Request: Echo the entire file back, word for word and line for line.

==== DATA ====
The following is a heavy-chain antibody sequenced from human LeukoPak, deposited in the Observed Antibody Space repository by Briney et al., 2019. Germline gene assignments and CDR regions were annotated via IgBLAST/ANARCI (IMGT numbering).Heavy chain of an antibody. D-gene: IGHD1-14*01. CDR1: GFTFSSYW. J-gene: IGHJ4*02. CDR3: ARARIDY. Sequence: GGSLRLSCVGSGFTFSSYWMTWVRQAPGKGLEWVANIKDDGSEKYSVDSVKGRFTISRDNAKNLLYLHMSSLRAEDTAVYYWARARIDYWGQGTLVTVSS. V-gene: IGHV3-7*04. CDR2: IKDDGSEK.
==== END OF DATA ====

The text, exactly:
The following is a heavy-chain antibody sequenced from human LeukoPak, deposited in the Observed Antibody Space repository by Briney et al., 2019. Germline gene assignments and CDR regions were annotated via IgBLAST/ANARCI (IMGT numbering).Heavy chain of an antibody. D-gene: IGHD1-14*01. CDR1: GFTFSSYW. J-gene: IGHJ4*02. CDR3: ARARIDY. Sequence: GGSLRLSCVGSGFTFSSYWMTWVRQAPGKGLEWVANIKDDGSEKYSVDSVKGRFTISRDNAKNLLYLHMSSLRAEDTAVYYWARARIDYWGQGTLVTVSS. V-gene: IGHV3-7*04. CDR2: IKDDGSEK.